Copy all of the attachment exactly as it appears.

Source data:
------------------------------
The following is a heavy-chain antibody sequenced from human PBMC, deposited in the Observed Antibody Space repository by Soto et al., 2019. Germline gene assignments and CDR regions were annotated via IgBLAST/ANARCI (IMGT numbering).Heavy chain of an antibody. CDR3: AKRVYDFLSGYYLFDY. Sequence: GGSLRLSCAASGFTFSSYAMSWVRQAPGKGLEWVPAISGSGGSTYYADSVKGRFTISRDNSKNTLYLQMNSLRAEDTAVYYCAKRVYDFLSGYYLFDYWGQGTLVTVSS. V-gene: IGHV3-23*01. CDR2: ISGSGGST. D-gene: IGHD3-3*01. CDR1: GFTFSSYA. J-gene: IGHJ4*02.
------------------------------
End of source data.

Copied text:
The following is a heavy-chain antibody sequenced from human PBMC, deposited in the Observed Antibody Space repository by Soto et al., 2019. Germline gene assignments and CDR regions were annotated via IgBLAST/ANARCI (IMGT numbering).Heavy chain of an antibody. CDR3: AKRVYDFLSGYYLFDY. Sequence: GGSLRLSCAASGFTFSSYAMSWVRQAPGKGLEWVPAISGSGGSTYYADSVKGRFTISRDNSKNTLYLQMNSLRAEDTAVYYCAKRVYDFLSGYYLFDYWGQGTLVTVSS. V-gene: IGHV3-23*01. CDR2: ISGSGGST. D-gene: IGHD3-3*01. CDR1: GFTFSSYA. J-gene: IGHJ4*02.